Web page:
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Arizona Thanksgiving

Part 4: Pima Air Museum & Thanksgiving Day

I met the Melsons for breakfast the next morning and then went for a hike up the "A Mountain"! I literally thought it was gonna be a hike hike, so I prepared for the worst, but in reality you drove most of the way up and had a tremendous view of Tucson! There was a trail up to the top, and the kids all took the short cut over the lava rocks (and straight up the hill), but Liz and I stayed on the main trail. We eventually made it to the "A", a colorful letter A built by U of A people way back in 1915 or thereabouts, but the trail up was just as dicey, so Liz and I decided to head down to the road. The others eventually made it down and they all found the other trail, but I walked back along the main road because the trail involved a climb up a couple of boulders!

View of South Tucson from the "A" Mountain (downtown Tucson is above)

       

Floyd and the boys scramble to the top (of course) while Liz and I took the easy trail to the mid-point of the "A".

      

The "A" from ground level with the Melsons scrambling back down...

                 

Gazebo back at the parking lot at right

Headed over to Liz's neighbors Sue and Jerry’s after that for an absolutely scrumptious Thanksgiving feast!  The next day we went to the Pima Air Museum, and that was quite  fascinating; many veterans were there volunteering and leading tours, and Liz and I ended up chatting with a pilot who was actually captured by the Germans (he wasn’t shot  down, but all his engines failed). That was actually a good thing, because civilians didn’t abide by the Geneva Convention; only the military did! But they were still incarcerated  after the war; evidently the Russians kept them there for awhile, then released them later! Some of those planes were quite fascinating, including the Guppy, which was a cargo  plane.

         

"Okay, so where do we go first?"    Carwyn goes straight for the flight simulator!    At right, Floyd, Mark, and Liz pose in front of a Lear jet

       

Liz poses outside Kennedy’s Air Force One, while Bohden poses by his favorite helicopter, the Crane

  

Floyd and Liz next to a giant seaplane

      

"No, Carwyn, I don’t care how many times you flew the simulator—you can’t fly that jet back to Goleta!"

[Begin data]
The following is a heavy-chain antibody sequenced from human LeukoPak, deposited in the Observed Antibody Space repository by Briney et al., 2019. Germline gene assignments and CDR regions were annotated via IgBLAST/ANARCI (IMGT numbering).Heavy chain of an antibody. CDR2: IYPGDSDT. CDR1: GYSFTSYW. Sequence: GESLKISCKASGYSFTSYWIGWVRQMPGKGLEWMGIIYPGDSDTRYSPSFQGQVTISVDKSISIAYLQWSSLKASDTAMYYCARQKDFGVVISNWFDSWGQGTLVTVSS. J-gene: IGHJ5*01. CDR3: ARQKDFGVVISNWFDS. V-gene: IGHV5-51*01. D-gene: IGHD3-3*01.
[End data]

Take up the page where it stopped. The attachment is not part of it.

Cactus Wren (token bird)

          

At left is the "Guppy", a "whale" of a cargo plane!   At right, Floyd checks out the replica of our solar system  imbedded in the sidewalk

We stopped at Wendy’s for lunch (I should have followed Liz’s example and had a salad), then I headed home to crash before meeting the crowd at the motel to carpool to  Metropolitan Grille for dinner with Liz's friend Arlene. Actually, I got waylaid in the parking lot: the bushes were full of little violet flowers that had Marine, Pygmy, Reakirt’s, and  Ceraunus Blues, in addition to both Painted and West Coast Ladies and another Southern Dogface! After tearing myself away from that we headed over to the restaurant,  which was a lot of fun; I had the rack of lamb, so I really stuffed myself that day…

Butterflies hanging around the La Quinta parking lot...

                          

Ceraunus (left) and Western Pygmy Blues

          

Reakirt's ’s Blue with a chomped wing

         

Marine Blues

                          

L-R:  Dainty Sulphur, American Snout, and Sleepy Orange

              

     

This could be either a Common Checkered or White Checkered Skipper; the only way to tell the difference is through dissection! Other checkered skippers have less pattern on the underwing.

                   

Most of these are Painted Ladies; on the far right is the similar West Coast Lady.  Note the blue "eyes"!

           

The Southern Dogface gets its name from the "poodle" pattern on the upperside of the wing (although on this individual it looks more human…). Since these butterflies don’t rest with open wings you rarely get to see this pattern unless it’s backlit (center).

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